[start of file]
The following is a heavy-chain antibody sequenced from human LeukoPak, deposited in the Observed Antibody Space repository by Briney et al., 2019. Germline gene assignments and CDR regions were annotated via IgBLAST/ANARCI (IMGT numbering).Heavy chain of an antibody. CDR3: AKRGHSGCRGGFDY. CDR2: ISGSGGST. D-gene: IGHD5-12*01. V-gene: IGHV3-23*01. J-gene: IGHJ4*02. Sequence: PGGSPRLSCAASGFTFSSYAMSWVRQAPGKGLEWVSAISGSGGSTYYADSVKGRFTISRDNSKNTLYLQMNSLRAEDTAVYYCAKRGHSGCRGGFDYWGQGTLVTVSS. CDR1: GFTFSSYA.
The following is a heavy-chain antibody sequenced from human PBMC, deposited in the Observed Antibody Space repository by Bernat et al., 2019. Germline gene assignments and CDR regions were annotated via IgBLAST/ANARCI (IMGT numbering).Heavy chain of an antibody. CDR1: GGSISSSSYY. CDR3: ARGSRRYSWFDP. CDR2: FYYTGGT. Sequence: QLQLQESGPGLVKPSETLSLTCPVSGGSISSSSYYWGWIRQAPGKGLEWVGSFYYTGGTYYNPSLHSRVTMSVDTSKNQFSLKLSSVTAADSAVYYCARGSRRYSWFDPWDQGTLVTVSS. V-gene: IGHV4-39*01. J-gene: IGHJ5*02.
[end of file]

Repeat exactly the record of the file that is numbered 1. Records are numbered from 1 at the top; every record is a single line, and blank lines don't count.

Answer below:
The following is a heavy-chain antibody sequenced from human LeukoPak, deposited in the Observed Antibody Space repository by Briney et al., 2019. Germline gene assignments and CDR regions were annotated via IgBLAST/ANARCI (IMGT numbering).Heavy chain of an antibody. CDR3: AKRGHSGCRGGFDY. CDR2: ISGSGGST. D-gene: IGHD5-12*01. V-gene: IGHV3-23*01. J-gene: IGHJ4*02. Sequence: PGGSPRLSCAASGFTFSSYAMSWVRQAPGKGLEWVSAISGSGGSTYYADSVKGRFTISRDNSKNTLYLQMNSLRAEDTAVYYCAKRGHSGCRGGFDYWGQGTLVTVSS. CDR1: GFTFSSYA.